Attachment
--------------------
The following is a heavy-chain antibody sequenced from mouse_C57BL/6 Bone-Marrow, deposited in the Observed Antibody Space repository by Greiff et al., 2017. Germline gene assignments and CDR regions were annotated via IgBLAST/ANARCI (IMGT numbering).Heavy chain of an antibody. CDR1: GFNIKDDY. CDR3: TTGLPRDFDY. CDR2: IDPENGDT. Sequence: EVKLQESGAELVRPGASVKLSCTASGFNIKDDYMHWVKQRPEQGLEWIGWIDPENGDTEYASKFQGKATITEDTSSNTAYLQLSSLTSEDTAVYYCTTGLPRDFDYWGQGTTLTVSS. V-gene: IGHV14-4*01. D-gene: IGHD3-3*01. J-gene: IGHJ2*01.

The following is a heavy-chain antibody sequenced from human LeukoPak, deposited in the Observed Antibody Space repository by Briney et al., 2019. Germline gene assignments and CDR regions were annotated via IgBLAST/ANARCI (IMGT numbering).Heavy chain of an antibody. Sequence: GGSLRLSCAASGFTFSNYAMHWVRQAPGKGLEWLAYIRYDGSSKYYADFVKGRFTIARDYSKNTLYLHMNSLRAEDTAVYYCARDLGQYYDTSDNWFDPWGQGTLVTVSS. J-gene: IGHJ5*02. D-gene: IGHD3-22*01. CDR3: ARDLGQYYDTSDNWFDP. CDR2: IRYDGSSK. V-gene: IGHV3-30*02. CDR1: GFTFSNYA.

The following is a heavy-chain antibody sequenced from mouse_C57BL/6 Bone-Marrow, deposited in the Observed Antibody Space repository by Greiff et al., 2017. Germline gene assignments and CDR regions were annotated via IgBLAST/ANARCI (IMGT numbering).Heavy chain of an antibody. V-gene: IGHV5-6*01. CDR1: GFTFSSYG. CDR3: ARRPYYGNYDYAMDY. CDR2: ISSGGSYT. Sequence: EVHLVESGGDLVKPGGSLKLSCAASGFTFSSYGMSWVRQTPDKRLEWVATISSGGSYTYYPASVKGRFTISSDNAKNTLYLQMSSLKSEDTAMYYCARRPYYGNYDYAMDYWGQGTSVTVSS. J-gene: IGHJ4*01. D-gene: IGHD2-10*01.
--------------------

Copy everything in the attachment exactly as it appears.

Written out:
The following is a heavy-chain antibody sequenced from mouse_C57BL/6 Bone-Marrow, deposited in the Observed Antibody Space repository by Greiff et al., 2017. Germline gene assignments and CDR regions were annotated via IgBLAST/ANARCI (IMGT numbering).Heavy chain of an antibody. CDR1: GFNIKDDY. CDR3: TTGLPRDFDY. CDR2: IDPENGDT. Sequence: EVKLQESGAELVRPGASVKLSCTASGFNIKDDYMHWVKQRPEQGLEWIGWIDPENGDTEYASKFQGKATITEDTSSNTAYLQLSSLTSEDTAVYYCTTGLPRDFDYWGQGTTLTVSS. V-gene: IGHV14-4*01. D-gene: IGHD3-3*01. J-gene: IGHJ2*01.

The following is a heavy-chain antibody sequenced from human LeukoPak, deposited in the Observed Antibody Space repository by Briney et al., 2019. Germline gene assignments and CDR regions were annotated via IgBLAST/ANARCI (IMGT numbering).Heavy chain of an antibody. Sequence: GGSLRLSCAASGFTFSNYAMHWVRQAPGKGLEWLAYIRYDGSSKYYADFVKGRFTIARDYSKNTLYLHMNSLRAEDTAVYYCARDLGQYYDTSDNWFDPWGQGTLVTVSS. J-gene: IGHJ5*02. D-gene: IGHD3-22*01. CDR3: ARDLGQYYDTSDNWFDP. CDR2: IRYDGSSK. V-gene: IGHV3-30*02. CDR1: GFTFSNYA.

The following is a heavy-chain antibody sequenced from mouse_C57BL/6 Bone-Marrow, deposited in the Observed Antibody Space repository by Greiff et al., 2017. Germline gene assignments and CDR regions were annotated via IgBLAST/ANARCI (IMGT numbering).Heavy chain of an antibody. V-gene: IGHV5-6*01. CDR1: GFTFSSYG. CDR3: ARRPYYGNYDYAMDY. CDR2: ISSGGSYT. Sequence: EVHLVESGGDLVKPGGSLKLSCAASGFTFSSYGMSWVRQTPDKRLEWVATISSGGSYTYYPASVKGRFTISSDNAKNTLYLQMSSLKSEDTAMYYCARRPYYGNYDYAMDYWGQGTSVTVSS. J-gene: IGHJ4*01. D-gene: IGHD2-10*01.